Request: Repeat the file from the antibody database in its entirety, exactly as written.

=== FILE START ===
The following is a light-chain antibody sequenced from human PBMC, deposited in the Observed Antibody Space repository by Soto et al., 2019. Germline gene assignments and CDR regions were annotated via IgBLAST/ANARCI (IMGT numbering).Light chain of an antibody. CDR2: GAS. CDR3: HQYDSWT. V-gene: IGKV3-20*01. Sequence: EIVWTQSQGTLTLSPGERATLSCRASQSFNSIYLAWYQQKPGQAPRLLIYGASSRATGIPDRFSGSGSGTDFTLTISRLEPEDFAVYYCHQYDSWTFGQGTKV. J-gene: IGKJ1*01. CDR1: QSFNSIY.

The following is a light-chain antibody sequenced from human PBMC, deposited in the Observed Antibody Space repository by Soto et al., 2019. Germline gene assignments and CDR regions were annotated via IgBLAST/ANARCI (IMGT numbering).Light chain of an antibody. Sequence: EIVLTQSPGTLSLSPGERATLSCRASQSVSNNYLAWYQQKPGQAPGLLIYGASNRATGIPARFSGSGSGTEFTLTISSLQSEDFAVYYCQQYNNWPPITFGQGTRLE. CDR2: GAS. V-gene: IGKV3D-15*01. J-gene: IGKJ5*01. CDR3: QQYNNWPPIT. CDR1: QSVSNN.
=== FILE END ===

The following is a light-chain antibody sequenced from human PBMC, deposited in the Observed Antibody Space repository by Soto et al., 2019. Germline gene assignments and CDR regions were annotated via IgBLAST/ANARCI (IMGT numbering).Light chain of an antibody. CDR2: GAS. CDR3: HQYDSWT. V-gene: IGKV3-20*01. Sequence: EIVWTQSQGTLTLSPGERATLSCRASQSFNSIYLAWYQQKPGQAPRLLIYGASSRATGIPDRFSGSGSGTDFTLTISRLEPEDFAVYYCHQYDSWTFGQGTKV. J-gene: IGKJ1*01. CDR1: QSFNSIY.

The following is a light-chain antibody sequenced from human PBMC, deposited in the Observed Antibody Space repository by Soto et al., 2019. Germline gene assignments and CDR regions were annotated via IgBLAST/ANARCI (IMGT numbering).Light chain of an antibody. Sequence: EIVLTQSPGTLSLSPGERATLSCRASQSVSNNYLAWYQQKPGQAPGLLIYGASNRATGIPARFSGSGSGTEFTLTISSLQSEDFAVYYCQQYNNWPPITFGQGTRLE. CDR2: GAS. V-gene: IGKV3D-15*01. J-gene: IGKJ5*01. CDR3: QQYNNWPPIT. CDR1: QSVSNN.